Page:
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    You'd have to post your calulations for the actual integration, but it seems like you might be forgetting that

    [tex]\sqrt{R^2+r^2\pm 2rR}=\left\{\begin{array}{lr}R\pm r, & R \pm r \geq 0 \\ -(R\pm r), & R\pm r <0\end{array}\right.[/tex]

    You always take the positive root ( [itex]\sqrt{\alpha^2}=|\alpha|[/itex] )
     
  10. Aug 25, 2010 #9
    Hi again,
    Not trusting my own(palpating) hand on this one, I actually turned to Mathematical software, something I normally never do, but just to demonstrate the severity of my desperation :).
    Anyway, the way I've calculated it is as follows:(knowing that R-r0>=0), I am looking at the potential at point r0=R:(this while running Theta from 0 -> Pi/2, in order to accomplish the 'Halved Sphere' projection)
    [tex]2 \pi R^2 \int^\frac{\pi}{2}_0 \frac{sin(\theta)}{\sqrt{R^2+r0^2-2Rr0cos(\theta)}}=[/tex]
    [tex]2 \pi \simga R^2*(\frac{\sqrt{R^2+r0^2}}{2Rr0} - \frac{\sqrt{(R-r0)^2}}{2Rr0})[/tex]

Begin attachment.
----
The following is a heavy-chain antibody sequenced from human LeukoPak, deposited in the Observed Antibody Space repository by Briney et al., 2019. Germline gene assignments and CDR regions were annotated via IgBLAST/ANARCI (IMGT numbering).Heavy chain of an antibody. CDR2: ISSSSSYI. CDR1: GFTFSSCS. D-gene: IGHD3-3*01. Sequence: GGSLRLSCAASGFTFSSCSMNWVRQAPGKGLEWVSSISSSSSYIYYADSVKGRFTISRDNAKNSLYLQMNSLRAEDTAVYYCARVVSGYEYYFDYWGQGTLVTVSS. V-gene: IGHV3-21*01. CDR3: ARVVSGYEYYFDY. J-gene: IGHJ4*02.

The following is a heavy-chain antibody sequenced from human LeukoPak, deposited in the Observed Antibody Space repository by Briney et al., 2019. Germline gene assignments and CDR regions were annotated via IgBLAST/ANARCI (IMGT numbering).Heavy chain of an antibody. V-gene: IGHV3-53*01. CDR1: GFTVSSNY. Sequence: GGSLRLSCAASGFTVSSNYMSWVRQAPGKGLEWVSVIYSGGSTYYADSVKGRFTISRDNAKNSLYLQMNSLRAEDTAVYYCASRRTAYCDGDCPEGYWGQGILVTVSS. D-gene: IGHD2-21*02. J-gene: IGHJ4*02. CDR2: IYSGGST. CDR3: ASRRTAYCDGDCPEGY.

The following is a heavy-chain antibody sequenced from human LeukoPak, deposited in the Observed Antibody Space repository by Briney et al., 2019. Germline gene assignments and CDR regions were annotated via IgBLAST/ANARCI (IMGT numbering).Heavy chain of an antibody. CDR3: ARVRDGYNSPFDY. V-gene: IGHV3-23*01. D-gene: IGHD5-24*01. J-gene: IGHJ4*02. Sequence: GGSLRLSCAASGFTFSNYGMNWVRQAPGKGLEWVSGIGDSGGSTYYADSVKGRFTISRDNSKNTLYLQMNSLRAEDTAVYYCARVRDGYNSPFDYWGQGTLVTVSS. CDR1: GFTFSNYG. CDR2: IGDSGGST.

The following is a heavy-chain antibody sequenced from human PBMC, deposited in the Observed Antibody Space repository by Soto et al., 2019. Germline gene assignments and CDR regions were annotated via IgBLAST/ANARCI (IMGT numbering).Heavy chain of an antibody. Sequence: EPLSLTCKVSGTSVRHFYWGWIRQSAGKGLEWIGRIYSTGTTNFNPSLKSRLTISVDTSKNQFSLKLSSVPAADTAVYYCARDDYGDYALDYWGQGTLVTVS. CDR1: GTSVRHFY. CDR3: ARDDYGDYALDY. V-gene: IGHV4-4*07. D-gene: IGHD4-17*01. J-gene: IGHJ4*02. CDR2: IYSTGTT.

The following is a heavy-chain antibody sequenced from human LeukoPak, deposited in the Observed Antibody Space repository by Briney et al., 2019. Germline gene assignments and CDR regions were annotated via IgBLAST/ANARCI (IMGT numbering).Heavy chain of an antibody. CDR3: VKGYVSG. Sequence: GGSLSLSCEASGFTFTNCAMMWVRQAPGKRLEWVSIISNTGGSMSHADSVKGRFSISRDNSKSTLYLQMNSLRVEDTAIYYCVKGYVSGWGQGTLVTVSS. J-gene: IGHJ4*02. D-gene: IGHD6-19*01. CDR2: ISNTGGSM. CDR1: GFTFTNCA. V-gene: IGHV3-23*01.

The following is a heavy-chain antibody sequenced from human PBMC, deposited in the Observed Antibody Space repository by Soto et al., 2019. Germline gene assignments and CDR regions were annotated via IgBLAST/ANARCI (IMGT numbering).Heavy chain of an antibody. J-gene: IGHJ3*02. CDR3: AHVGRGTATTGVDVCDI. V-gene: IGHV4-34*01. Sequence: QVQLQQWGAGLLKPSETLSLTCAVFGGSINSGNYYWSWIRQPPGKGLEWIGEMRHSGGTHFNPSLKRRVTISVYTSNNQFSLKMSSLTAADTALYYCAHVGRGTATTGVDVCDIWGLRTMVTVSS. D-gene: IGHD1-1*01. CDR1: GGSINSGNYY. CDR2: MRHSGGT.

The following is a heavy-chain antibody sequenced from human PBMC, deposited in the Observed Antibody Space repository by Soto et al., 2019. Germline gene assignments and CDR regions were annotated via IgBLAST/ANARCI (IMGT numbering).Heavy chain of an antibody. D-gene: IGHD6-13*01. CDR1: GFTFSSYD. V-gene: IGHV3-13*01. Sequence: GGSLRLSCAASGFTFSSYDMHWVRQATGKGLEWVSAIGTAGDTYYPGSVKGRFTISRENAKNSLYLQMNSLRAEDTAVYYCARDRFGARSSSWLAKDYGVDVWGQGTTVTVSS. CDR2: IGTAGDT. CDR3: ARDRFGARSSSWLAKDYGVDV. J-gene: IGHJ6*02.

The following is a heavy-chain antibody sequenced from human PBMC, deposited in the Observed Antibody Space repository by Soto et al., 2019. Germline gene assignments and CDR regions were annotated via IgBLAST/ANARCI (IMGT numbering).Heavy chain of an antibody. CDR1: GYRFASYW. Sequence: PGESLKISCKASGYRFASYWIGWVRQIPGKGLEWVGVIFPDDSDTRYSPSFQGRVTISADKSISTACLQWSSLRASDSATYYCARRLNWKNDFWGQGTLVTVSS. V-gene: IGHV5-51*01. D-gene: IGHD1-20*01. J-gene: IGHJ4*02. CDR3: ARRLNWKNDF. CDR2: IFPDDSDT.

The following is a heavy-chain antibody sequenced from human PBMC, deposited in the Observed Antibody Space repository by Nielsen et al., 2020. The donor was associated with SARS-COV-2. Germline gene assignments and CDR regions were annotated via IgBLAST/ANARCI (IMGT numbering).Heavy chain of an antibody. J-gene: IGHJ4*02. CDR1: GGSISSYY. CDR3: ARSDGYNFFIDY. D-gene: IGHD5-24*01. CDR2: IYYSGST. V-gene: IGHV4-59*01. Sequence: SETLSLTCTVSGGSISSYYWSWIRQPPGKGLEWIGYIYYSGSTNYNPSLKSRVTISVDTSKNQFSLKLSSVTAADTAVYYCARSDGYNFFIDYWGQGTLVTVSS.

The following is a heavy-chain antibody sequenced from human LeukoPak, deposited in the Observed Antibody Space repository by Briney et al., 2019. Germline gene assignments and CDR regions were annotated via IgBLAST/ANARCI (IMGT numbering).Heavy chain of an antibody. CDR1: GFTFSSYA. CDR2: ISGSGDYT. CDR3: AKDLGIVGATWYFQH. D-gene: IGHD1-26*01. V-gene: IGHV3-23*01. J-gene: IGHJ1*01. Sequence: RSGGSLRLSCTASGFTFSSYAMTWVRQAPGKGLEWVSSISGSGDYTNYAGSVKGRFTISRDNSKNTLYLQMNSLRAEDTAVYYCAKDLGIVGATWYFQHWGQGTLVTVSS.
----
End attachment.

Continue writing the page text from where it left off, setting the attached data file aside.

Now at this point, I am at liberty(right?) to eliminate the term corresponding to (R-r0) since r0 = R, and I am left, as you can see, with [tex]\sqrt{2}[/tex]...
    What now?
    Thank you very much again,
    Daniel
    P.S, it's a trifle to evaluate E:
    [tex]\vec{E} = k\int^\frac{\pi}{2}_0 \int^{2\pi}_0 \frac{\sigma R^2sin(\theta)d \theta d \phi}{R^2}*(sin(\theta)*cos(\phi) \hat{x}+sin(\theta)*sin(\phi) \hat{y} + cos(\theta) \hat{z})[/tex]
    The first two elements of [tex]\hat {r}[/tex](i.e sin(theta)*cos(phi)+...), are immediately vaporized(the integral of dPhi over either Sin or Cos from(0 to 2*pi) is zero anyhow) and the third one give us: -Pi.
    And it's as simple as that, why can't the potential be so amenable?
     
    Last edited: Aug 26, 2010
  11. Aug 26, 2010 #10
    Any further advice guys?, all aid will be very appreciated!
    Thanks again,
    Daniel
     
  12. Aug 26, 2010 #11
    Anything folks?
    Thanks,
    Daniel